Today, a bad movie and radical change. The University of Houston's College of Engineering presents this series about the machines that make our civilization run, and the people whose ingenuity created them.
If we now live in a postmodern era, when did we enter it? When did Modern end? I was raised in the 1930s with the word modern whirling about my ears. We were a modern people in a modern age. We had automobiles, radios, airplanes, telephones, and we knew we'd soon have television as well. The atmosphere was charged with expectations for technological change and an ever-better life.
That shifted in the 1950s. New miracles lay ahead, of course, but computers, the Internet, and our dramatically longer lives were not yet on our radar screens. Instead, we emerged from WW-II filled with a new fear of the technologies we'd already created.
As a Berkeley graduate student in the late fifties, I worked on the way boiling water moderated nuclear fission in a power reactor. The atom was a clear presence in our lives, and I had by then glimpsed only from the corner of my eye how we'd begun living in fear -- not just of the atom, but of all the technologies we'd created.
My wife and I were both in school, working hard. Saturday nights we'd decompress by heading off to The New Peerlex Theater down in Oakland. They ran triple features of every trashy science-fiction movie of the fifties: The Attack of the 50-Foot Woman, Plan 9 from Outer Space--you name it; we saw it.
One of those movies stayed with us -- Ed Wood's wonderfully dreadful Bride of the Monster. Bad as it was, it had one unforgettable line that perfectly captured what was going on around us. Near the end, the despairing mad scientist, Bela Lugosi, turns upon the camera with terrible intensity and says,
Home. I have no home. Hunted...despised...living like an animal -- the jungle is my home! But I will show the world that I can be its master. I shall perfect my own race of people -- a race of atomic supermen which will conquer the world!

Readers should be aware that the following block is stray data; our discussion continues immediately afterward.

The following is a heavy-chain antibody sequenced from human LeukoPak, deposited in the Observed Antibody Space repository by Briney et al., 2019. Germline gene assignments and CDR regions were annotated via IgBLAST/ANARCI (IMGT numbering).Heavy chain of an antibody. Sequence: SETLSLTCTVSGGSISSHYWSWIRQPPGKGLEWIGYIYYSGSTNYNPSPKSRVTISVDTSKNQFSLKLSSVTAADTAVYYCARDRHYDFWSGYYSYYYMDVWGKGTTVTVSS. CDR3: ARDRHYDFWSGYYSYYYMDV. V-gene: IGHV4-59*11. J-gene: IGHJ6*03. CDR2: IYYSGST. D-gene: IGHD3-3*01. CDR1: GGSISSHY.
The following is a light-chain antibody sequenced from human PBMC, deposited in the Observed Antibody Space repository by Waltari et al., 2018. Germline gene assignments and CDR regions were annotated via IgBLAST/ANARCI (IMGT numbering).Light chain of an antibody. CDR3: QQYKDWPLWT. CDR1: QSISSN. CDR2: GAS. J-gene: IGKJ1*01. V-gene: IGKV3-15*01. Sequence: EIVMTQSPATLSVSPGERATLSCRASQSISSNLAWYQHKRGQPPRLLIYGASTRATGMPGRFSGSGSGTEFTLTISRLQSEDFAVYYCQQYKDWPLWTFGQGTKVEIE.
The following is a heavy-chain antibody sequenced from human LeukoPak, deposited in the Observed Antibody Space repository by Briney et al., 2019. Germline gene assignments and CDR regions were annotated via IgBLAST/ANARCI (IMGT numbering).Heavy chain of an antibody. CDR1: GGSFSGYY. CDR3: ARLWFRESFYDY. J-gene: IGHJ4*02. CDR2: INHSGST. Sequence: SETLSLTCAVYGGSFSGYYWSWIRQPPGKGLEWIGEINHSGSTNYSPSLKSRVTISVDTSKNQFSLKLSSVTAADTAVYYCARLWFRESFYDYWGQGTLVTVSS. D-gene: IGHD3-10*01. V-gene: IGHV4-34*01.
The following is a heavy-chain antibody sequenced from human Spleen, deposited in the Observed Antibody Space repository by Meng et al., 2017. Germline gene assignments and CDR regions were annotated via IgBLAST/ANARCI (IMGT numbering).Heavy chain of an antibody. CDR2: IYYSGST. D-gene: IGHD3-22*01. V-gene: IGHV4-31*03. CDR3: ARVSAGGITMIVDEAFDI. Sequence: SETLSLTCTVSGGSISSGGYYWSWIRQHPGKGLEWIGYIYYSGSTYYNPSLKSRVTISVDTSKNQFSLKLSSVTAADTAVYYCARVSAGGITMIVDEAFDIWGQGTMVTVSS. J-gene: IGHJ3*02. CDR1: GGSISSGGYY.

We chortled, left the theater, and went back to work not at all understanding how powerfully Lugosi (and all the others like him) had spoken to the public. I went back to building my Faltung integral for the increase of void fraction during a transient power surge. I kept dreaming of safe core cooling and cheap power.
It was soon clear enough that we would not see nuclear-powered cars or airplanes for a long time. Worse than that, we'd all heard Bela Lugosi promising terrible transmutations of the human species. The movie Them promised thirty-foot ants. We were somehow back to alchemy: if we could transmute uranium, couldn't we just as well transmute a frog into Godzilla?
So the public grew afraid. Science and high technology, once so full of hope, now brought fear: fear of the bomb, fear of transmutation gone rampant, fear of the Russians.
Modern evaporated for a season. Technology and its potential for serving us are still there to be claimed. It would be nice to see it once again awakening the intensity of hope that surrounded me as a child, so long ago.
I'm John Lienhard, at the University of Houston, where we're interested in the way inventive minds work.
The movie Bride of the Monster was directed by Ed Wood and released in 1956.
To see the wonderful Bela Lugosi scene Click Here.
H.A. Johnson, V.E. Schrock, F.B. Selph, J.H. Lienhard, and Z.R. Rosztoczy, "Transient Pool Boiling of Water at Atmospheric Pressure," Int. Dev. in Heat Transfer, ASME, N.Y., 1963, p. 244 et seq.